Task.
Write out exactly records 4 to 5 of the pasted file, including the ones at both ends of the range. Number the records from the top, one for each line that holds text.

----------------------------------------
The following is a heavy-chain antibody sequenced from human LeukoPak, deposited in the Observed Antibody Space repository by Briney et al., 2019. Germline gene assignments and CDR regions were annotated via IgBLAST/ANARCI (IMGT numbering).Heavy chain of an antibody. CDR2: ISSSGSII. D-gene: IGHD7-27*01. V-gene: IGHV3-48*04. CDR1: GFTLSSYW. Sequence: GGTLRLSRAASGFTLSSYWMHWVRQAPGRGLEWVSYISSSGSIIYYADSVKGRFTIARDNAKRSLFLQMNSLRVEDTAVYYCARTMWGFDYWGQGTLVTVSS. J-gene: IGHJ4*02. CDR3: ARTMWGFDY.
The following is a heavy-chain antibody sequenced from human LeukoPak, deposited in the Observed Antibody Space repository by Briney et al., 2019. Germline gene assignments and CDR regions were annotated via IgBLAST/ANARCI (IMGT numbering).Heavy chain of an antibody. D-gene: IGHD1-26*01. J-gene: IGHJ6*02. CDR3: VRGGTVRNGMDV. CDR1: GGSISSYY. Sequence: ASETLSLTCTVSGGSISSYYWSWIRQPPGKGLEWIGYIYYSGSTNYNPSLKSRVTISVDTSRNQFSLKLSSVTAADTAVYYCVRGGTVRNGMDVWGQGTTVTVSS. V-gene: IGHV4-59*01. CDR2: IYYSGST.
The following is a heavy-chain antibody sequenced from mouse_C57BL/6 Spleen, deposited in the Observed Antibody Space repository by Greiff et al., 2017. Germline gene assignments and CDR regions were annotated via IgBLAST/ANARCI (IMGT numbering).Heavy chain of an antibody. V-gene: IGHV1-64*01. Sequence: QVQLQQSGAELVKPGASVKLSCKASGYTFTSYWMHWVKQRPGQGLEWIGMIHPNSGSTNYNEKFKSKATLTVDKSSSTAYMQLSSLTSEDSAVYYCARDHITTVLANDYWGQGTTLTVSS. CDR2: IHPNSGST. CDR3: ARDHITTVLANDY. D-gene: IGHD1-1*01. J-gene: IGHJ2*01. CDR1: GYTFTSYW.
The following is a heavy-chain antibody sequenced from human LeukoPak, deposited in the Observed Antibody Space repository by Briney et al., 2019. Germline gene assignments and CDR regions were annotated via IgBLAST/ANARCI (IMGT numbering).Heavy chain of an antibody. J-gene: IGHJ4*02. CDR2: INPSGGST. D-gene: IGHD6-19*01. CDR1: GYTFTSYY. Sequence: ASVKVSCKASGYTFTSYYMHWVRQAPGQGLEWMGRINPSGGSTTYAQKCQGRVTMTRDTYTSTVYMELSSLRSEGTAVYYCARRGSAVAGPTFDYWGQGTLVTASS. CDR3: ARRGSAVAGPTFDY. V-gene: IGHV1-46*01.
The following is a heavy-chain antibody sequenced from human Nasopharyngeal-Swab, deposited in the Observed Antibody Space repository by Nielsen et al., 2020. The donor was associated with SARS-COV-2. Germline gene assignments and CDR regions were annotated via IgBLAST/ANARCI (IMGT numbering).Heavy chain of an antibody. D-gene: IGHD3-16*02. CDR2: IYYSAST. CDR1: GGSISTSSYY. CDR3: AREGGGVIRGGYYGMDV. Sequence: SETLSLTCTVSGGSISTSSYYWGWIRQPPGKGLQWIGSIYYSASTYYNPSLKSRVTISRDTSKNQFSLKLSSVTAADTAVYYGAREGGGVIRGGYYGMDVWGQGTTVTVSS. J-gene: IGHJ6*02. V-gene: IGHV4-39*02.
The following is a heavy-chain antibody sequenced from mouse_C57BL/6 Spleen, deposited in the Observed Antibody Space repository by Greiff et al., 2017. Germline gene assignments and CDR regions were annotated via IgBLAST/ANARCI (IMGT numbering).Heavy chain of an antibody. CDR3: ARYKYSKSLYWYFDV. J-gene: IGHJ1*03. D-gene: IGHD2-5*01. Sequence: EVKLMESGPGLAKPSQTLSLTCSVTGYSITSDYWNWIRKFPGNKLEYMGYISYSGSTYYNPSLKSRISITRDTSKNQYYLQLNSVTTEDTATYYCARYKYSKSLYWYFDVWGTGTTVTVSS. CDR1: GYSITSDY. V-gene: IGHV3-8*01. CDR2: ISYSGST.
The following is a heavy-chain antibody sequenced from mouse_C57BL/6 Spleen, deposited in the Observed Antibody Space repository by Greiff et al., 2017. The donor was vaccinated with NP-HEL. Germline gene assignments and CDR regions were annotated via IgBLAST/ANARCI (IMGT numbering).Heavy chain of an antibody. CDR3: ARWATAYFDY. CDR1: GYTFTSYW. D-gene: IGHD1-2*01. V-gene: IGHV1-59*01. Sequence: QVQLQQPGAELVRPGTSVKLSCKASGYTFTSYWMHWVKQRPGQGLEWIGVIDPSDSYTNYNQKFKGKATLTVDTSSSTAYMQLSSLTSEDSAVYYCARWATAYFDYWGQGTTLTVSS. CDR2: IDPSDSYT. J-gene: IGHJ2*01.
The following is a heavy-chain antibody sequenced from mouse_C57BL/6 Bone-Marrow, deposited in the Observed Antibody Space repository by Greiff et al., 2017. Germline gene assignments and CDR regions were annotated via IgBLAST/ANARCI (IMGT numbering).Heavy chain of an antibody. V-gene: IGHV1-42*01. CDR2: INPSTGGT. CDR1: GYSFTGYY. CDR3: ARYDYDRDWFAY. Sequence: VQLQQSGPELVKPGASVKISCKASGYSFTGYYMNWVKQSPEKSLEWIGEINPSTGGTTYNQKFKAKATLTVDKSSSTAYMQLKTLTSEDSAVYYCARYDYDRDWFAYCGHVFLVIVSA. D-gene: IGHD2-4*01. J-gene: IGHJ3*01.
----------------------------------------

The following is a heavy-chain antibody sequenced from human LeukoPak, deposited in the Observed Antibody Space repository by Briney et al., 2019. Germline gene assignments and CDR regions were annotated via IgBLAST/ANARCI (IMGT numbering).Heavy chain of an antibody. J-gene: IGHJ4*02. CDR2: INPSGGST. D-gene: IGHD6-19*01. CDR1: GYTFTSYY. Sequence: ASVKVSCKASGYTFTSYYMHWVRQAPGQGLEWMGRINPSGGSTTYAQKCQGRVTMTRDTYTSTVYMELSSLRSEGTAVYYCARRGSAVAGPTFDYWGQGTLVTASS. CDR3: ARRGSAVAGPTFDY. V-gene: IGHV1-46*01.
The following is a heavy-chain antibody sequenced from human Nasopharyngeal-Swab, deposited in the Observed Antibody Space repository by Nielsen et al., 2020. The donor was associated with SARS-COV-2. Germline gene assignments and CDR regions were annotated via IgBLAST/ANARCI (IMGT numbering).Heavy chain of an antibody. D-gene: IGHD3-16*02. CDR2: IYYSAST. CDR1: GGSISTSSYY. CDR3: AREGGGVIRGGYYGMDV. Sequence: SETLSLTCTVSGGSISTSSYYWGWIRQPPGKGLQWIGSIYYSASTYYNPSLKSRVTISRDTSKNQFSLKLSSVTAADTAVYYGAREGGGVIRGGYYGMDVWGQGTTVTVSS. J-gene: IGHJ6*02. V-gene: IGHV4-39*02.